There are lots of Karate styles, but they boil down to three main systems. Here is how the three systems came to be.
Chinese Kung Fu/Karate ~ Pan Gai Noon
Pan Gai Noon (half hard half soft) was a Chinese style back in the early part of the last century. This style had roots in Shaolin, and was taught predominately in the Fukien province of China by various monks.
A Japanese fellow named Kanbun Uechi went to China, presumably to study and possibly help in the family shipping business.
In China he sought out schools of the martial arts, and ended up studying Pan Gai Noon.
After studying for several years, he opened up his own school of martial arts, making him possibly the first Japanese to teach Martial arts in china.
During a dispute over a border, one of his students struck a man. One punch, one kill. Kanbun Uechi felt responsible for this episode, and so gave up the martial arts and returned to Japan.
For 17 years he refused to teach martial arts, but, finally, a friend managed to get him to ‘open his fists,’ and the world received a true blessing in this true and original martial art.
Pan Gai Noon would become known as Uechi Ryu, and it would become one of the three main karate influences of the world.
Japanese Karate ~ Kang Duk Won
Kang Duk Won means ‘House for Espousing Virtue.’
A Korean fellow named Byung In Joon had studied Kung Fu for years. Finally, his family sent him away for advanced schooling.
While at school, he was forced into a fight with several Japanese Karate students, and managed to defeat them all without harming any!
This was an incredible feat, and it wasn’t long before he met the fellow who was teaching Karate. And here’s where it gets interesting.
The Karate Instructor was named Kanken Toyama, and he was not taught by Gichin Funakoshi…he did not teach a Japanese version of Karate. He was Gichin Funakoshi’s classmate! And he taught a more true and original version of Karate.
Toyama and Joon decided to trade martial arts, and it wasn’t long before Joon was the head instructor of Toyama’s Karate class!
Joon eventually went home, and he was instrumental in starting the original Karate Kwans (houses of instruction) in Korea. These kwans would eventually become Taekwondo.
Thus, Byung In Joon was instrumental in passing along original Karate, as studied by the Imperial Palace guards of THREE nations: Okinawa, Japan, and Korea.
Further, he was one fo the original founders of Taekwondo!
Joon is obviously a pivotal person in the development of Karate, and his art is called Kang Duk Won.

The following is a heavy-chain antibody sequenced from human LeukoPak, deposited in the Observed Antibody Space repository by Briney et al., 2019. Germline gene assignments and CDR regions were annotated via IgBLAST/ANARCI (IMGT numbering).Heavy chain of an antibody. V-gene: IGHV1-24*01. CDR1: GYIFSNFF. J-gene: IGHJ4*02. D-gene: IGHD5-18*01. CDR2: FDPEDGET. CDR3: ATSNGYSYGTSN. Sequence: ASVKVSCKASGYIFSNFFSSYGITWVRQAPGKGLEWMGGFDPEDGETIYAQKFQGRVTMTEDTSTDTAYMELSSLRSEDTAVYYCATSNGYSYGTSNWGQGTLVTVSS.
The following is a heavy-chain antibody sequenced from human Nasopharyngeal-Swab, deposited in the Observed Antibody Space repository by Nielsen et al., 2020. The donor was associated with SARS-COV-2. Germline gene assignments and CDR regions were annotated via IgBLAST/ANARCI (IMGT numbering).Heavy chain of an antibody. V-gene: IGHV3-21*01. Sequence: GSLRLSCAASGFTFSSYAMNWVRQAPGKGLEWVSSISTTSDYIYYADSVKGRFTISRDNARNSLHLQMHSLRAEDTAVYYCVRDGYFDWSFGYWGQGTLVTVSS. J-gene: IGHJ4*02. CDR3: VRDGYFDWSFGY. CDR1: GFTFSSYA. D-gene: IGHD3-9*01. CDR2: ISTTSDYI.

The Kang Duk Won is a pure form of Karate which resulted in most of the major Japanese Karate systems. This includes Shotokan, Kyokushin, Isshin Ryu, Shito Ryu, Wado Ryu, and more.
If you want to get to the truth of any of these systems, you need to examine them before they were influenced by the Japanese, and that means you need to examine the forms and techniques of the Kang Duk won.
Whooping Crane Gung Fu ~ Goju Ryu
Goju Ryu (hard soft style) Karate was likely descended from Whooping Crane Gung Fu. Whooping Crane was tuaght in the Fukien province of China.
Taught in Fukien, it was considered sister to the Shaolin style called Pan Gai noon. Thus, there are a couple of forms (sanction and seisan) that are common to both martial arts.
It was Kanro Higaonna who brought these forms back to China.
Master Higaonna would later send a young fellow name of Chojun Miyagi (now you know where the name of the teacher in the original Karate Kid came from!) to China, and Miyagi would study such martial arts as Shaolin and Pa Kua Chang.
Miyagi would found the official Goju Ryu system, and his method would include forms taught to him by Higaonno, and the softer and more subtle influences of Shaolin and Pa Kua Chang.
After Miyagi, came Gogen ‘The Cat’ Yamaguchi, who would spread Goju Ryu Karate to the entire world.
Those are the three main types of Karate. And, there is some overlap between Uechi Ryu and Goju Ryu.
Thus, if you really want to master Karate, you should study Matrix Karate, then the three main styles. But…you should study them in the right order.
This page is about Karate Styles.